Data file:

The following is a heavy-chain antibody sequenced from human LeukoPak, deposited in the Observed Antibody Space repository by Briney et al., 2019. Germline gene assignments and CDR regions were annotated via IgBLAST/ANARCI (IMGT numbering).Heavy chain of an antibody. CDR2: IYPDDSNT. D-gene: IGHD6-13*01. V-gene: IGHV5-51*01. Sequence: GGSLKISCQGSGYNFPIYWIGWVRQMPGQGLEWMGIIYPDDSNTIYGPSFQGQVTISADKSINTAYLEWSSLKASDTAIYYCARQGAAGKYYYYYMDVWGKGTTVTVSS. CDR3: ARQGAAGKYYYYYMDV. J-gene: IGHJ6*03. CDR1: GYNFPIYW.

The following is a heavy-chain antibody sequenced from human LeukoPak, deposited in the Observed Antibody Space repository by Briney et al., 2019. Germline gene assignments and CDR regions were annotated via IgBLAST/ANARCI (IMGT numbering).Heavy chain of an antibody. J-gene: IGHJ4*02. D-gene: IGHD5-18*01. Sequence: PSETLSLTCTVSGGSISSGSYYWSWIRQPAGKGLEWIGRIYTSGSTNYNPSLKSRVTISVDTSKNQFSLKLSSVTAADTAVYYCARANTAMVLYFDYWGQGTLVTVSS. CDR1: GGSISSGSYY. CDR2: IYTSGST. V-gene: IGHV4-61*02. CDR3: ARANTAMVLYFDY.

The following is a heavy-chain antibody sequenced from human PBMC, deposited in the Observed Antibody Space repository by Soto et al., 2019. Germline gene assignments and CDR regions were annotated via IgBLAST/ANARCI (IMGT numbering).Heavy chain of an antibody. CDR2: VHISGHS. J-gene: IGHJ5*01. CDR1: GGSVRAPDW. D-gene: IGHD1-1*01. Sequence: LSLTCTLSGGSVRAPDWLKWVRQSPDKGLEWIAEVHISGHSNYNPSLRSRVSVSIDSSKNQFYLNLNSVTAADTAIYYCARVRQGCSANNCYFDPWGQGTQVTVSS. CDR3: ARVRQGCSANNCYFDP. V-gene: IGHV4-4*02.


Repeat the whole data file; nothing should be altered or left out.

The following is a heavy-chain antibody sequenced from human LeukoPak, deposited in the Observed Antibody Space repository by Briney et al., 2019. Germline gene assignments and CDR regions were annotated via IgBLAST/ANARCI (IMGT numbering).Heavy chain of an antibody. CDR2: IYPDDSNT. D-gene: IGHD6-13*01. V-gene: IGHV5-51*01. Sequence: GGSLKISCQGSGYNFPIYWIGWVRQMPGQGLEWMGIIYPDDSNTIYGPSFQGQVTISADKSINTAYLEWSSLKASDTAIYYCARQGAAGKYYYYYMDVWGKGTTVTVSS. CDR3: ARQGAAGKYYYYYMDV. J-gene: IGHJ6*03. CDR1: GYNFPIYW.

The following is a heavy-chain antibody sequenced from human LeukoPak, deposited in the Observed Antibody Space repository by Briney et al., 2019. Germline gene assignments and CDR regions were annotated via IgBLAST/ANARCI (IMGT numbering).Heavy chain of an antibody. J-gene: IGHJ4*02. D-gene: IGHD5-18*01. Sequence: PSETLSLTCTVSGGSISSGSYYWSWIRQPAGKGLEWIGRIYTSGSTNYNPSLKSRVTISVDTSKNQFSLKLSSVTAADTAVYYCARANTAMVLYFDYWGQGTLVTVSS. CDR1: GGSISSGSYY. CDR2: IYTSGST. V-gene: IGHV4-61*02. CDR3: ARANTAMVLYFDY.

The following is a heavy-chain antibody sequenced from human PBMC, deposited in the Observed Antibody Space repository by Soto et al., 2019. Germline gene assignments and CDR regions were annotated via IgBLAST/ANARCI (IMGT numbering).Heavy chain of an antibody. CDR2: VHISGHS. J-gene: IGHJ5*01. CDR1: GGSVRAPDW. D-gene: IGHD1-1*01. Sequence: LSLTCTLSGGSVRAPDWLKWVRQSPDKGLEWIAEVHISGHSNYNPSLRSRVSVSIDSSKNQFYLNLNSVTAADTAIYYCARVRQGCSANNCYFDPWGQGTQVTVSS. CDR3: ARVRQGCSANNCYFDP. V-gene: IGHV4-4*02.